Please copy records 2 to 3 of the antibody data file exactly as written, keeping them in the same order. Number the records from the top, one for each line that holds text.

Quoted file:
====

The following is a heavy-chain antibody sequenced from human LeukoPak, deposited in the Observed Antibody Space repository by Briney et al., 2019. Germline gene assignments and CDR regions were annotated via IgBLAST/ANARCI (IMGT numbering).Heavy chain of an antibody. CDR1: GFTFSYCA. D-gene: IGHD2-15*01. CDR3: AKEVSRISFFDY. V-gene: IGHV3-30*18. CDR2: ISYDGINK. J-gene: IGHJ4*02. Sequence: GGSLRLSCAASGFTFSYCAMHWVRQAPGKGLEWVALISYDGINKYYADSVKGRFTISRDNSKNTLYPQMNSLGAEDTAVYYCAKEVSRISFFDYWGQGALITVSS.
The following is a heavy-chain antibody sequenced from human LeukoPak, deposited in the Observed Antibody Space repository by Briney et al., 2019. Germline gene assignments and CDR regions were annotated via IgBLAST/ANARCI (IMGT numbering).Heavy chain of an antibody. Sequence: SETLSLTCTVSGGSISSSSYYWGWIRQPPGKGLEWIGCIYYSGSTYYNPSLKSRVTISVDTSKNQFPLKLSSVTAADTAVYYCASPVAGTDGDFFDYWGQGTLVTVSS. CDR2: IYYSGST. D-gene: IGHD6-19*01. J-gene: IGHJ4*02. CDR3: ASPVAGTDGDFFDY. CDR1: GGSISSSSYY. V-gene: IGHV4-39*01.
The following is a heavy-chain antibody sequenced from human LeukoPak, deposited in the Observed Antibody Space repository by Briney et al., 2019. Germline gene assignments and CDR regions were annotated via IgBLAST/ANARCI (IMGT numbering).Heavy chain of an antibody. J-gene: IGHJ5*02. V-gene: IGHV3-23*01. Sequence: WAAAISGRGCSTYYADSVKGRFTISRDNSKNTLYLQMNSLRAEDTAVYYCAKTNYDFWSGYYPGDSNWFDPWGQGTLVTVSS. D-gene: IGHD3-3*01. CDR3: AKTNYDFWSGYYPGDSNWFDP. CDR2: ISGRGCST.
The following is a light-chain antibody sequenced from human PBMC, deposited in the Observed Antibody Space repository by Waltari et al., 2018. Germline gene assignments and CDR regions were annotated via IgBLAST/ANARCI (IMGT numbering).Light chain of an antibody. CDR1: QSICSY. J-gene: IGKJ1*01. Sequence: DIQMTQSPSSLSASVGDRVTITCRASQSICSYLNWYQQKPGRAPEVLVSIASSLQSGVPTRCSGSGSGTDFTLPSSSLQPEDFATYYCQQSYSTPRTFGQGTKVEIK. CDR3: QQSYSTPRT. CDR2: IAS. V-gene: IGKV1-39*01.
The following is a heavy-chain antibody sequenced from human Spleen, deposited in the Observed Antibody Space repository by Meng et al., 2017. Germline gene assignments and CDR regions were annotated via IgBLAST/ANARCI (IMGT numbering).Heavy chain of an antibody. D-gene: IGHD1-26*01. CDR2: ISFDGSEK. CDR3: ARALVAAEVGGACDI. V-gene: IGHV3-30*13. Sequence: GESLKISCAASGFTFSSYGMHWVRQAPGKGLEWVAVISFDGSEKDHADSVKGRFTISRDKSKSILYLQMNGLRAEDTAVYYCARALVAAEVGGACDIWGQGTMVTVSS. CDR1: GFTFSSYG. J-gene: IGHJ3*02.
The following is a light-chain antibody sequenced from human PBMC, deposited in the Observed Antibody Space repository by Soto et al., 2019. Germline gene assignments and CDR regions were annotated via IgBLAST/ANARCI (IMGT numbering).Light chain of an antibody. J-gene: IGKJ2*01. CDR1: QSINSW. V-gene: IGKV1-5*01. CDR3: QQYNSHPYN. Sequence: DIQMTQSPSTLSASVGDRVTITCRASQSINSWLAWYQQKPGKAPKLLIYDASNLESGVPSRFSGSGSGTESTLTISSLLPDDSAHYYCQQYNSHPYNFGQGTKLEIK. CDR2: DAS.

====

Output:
The following is a heavy-chain antibody sequenced from human LeukoPak, deposited in the Observed Antibody Space repository by Briney et al., 2019. Germline gene assignments and CDR regions were annotated via IgBLAST/ANARCI (IMGT numbering).Heavy chain of an antibody. Sequence: SETLSLTCTVSGGSISSSSYYWGWIRQPPGKGLEWIGCIYYSGSTYYNPSLKSRVTISVDTSKNQFPLKLSSVTAADTAVYYCASPVAGTDGDFFDYWGQGTLVTVSS. CDR2: IYYSGST. D-gene: IGHD6-19*01. J-gene: IGHJ4*02. CDR3: ASPVAGTDGDFFDY. CDR1: GGSISSSSYY. V-gene: IGHV4-39*01.
The following is a heavy-chain antibody sequenced from human LeukoPak, deposited in the Observed Antibody Space repository by Briney et al., 2019. Germline gene assignments and CDR regions were annotated via IgBLAST/ANARCI (IMGT numbering).Heavy chain of an antibody. J-gene: IGHJ5*02. V-gene: IGHV3-23*01. Sequence: WAAAISGRGCSTYYADSVKGRFTISRDNSKNTLYLQMNSLRAEDTAVYYCAKTNYDFWSGYYPGDSNWFDPWGQGTLVTVSS. D-gene: IGHD3-3*01. CDR3: AKTNYDFWSGYYPGDSNWFDP. CDR2: ISGRGCST.